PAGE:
POP itJ OH >10 METER OPERATION, INSERT

=CQ TO xMTft

TEST POINT A"

'B'-U^lV^ E lEG Ab 5 V£T£R LOMG WIRE FOR «KM-DIRECTIONAL AkTENNA EACH Of fOU* LOSES WAS ABOUT 2 43 SAlN ALSO CERATES ON 20 0« AO ME'iflS US!ti-j 10AO*MG f.Vi.

=CQ TO xMTft

TEST POINT A"

'B'-U^lV^ E lEG Ab 5 V£T£R LOMG WIRE FOR «KM-DIRECTIONAL AkTENNA EACH Of fOU* LOSES WAS ABOUT 2 43 SAlN ALSO CERATES ON 20 0« AO ME'iflS US!ti-j 10AO*MG f.Vi.

Fig 4

exact!) solar noon, and the shadow of a vertically suspended line will be in the exact north and south position.

To correct your standard time for your location, consult a globe or an atlas to determine the longitude of your antenna site. An accuracy of about 15 minutes of longitude will be sufficient. The time correction to be applied is equal to one minute of lime for each 15 minutes of longitude, or 4 minutes of time for each degree of longitude. The amount of correction will be determined by the difference in longitude between your antenna site ;md the particular meridian of longitude on which your local standard time is based. !n the U.S.. local EST is based on the 75th (75°) meridian of longitude, local CST is based on the 90° meridian, local MST is based on the 105° meridian, and PST is based on the 120° meridian. The 120° meridian passes through Nevada, a few miles west of Reno, The W6TYH antenna site is located on the 121 ° meridian oí longitude; I'll use that location as an example.

Standard times (EST, CST, MST, and PST) are legal or official limes but arc not necessarily solar or sun times. For example, on June 16th of any year, at 12:00 noon local standard lime on any time-base meridian, the sun will be directly overhead and the local standard tune and the solar time will be the same. However, for a site located west of the time-base meridian, true solar noon will occur at a time earlier than the legal or official time noon.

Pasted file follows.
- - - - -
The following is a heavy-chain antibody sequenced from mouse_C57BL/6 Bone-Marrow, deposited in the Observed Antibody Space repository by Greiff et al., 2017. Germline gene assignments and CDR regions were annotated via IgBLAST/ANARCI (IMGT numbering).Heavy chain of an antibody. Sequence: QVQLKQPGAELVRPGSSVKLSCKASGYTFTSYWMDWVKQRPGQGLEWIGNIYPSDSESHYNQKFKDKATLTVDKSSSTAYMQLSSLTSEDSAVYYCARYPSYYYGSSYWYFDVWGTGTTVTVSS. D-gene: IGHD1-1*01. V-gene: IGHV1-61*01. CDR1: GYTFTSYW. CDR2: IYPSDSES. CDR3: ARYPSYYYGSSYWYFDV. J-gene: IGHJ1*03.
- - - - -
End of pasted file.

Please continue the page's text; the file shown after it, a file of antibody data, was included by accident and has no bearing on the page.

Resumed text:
For example, W6TYH is located west of the PST time-base meridian (120°), Therefore, on June 16th of any year, irue solar noon w ill occur at the W6TYH antenna site at exactly 12:04 p.m. PST, since I must add 4 minutes for each degree of longitude. If the antenna site had been located on the 119° meridian, east of the time-base meridian, I would have had to subtract 4 minutes, and true solar noon would have occurred at 11:56 a.m. PST (actually 12:56 MST, because the 119° meridian lies within the MST zone). This time correction is referred to as longitude time correction.

The orbit ofiheearth around the sun actually is not a circle but an ell ipse. You must add a second correction because of the varying motion of the earth in its orbit with respect to the sun. The necessary- corrections for various dates throughout the year are calculated and presented in Table 3. When the correction is preceded by a plus sign, the correction should be added to the local stani iard time. When the correction is preceded by a minus sign, the correction should be subtracted. This time correction is referred to as seasonal time correction.

To illustrate the use of both the longitude and seasonal time correction, let's assume that the date on which the observation is to be made is June 26th of any year. Referring to Table 3t the seasonal time correction for this date is found to be plus 2 minuies, Since you must add 4 minutes for longitudinal time correction and another 2 minutes for seasonal time correction (for a total of 6

minutes), the exact instant of

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